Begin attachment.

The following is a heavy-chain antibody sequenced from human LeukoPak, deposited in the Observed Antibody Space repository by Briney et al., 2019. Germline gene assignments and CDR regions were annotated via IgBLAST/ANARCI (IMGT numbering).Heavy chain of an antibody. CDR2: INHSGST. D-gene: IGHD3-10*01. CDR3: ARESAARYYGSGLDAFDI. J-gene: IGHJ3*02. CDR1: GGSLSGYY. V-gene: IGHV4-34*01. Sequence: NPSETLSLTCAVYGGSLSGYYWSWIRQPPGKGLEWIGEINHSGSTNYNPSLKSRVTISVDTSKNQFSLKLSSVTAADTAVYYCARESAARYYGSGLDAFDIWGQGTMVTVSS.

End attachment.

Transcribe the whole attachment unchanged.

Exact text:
The following is a heavy-chain antibody sequenced from human LeukoPak, deposited in the Observed Antibody Space repository by Briney et al., 2019. Germline gene assignments and CDR regions were annotated via IgBLAST/ANARCI (IMGT numbering).Heavy chain of an antibody. CDR2: INHSGST. D-gene: IGHD3-10*01. CDR3: ARESAARYYGSGLDAFDI. J-gene: IGHJ3*02. CDR1: GGSLSGYY. V-gene: IGHV4-34*01. Sequence: NPSETLSLTCAVYGGSLSGYYWSWIRQPPGKGLEWIGEINHSGSTNYNPSLKSRVTISVDTSKNQFSLKLSSVTAADTAVYYCARESAARYYGSGLDAFDIWGQGTMVTVSS.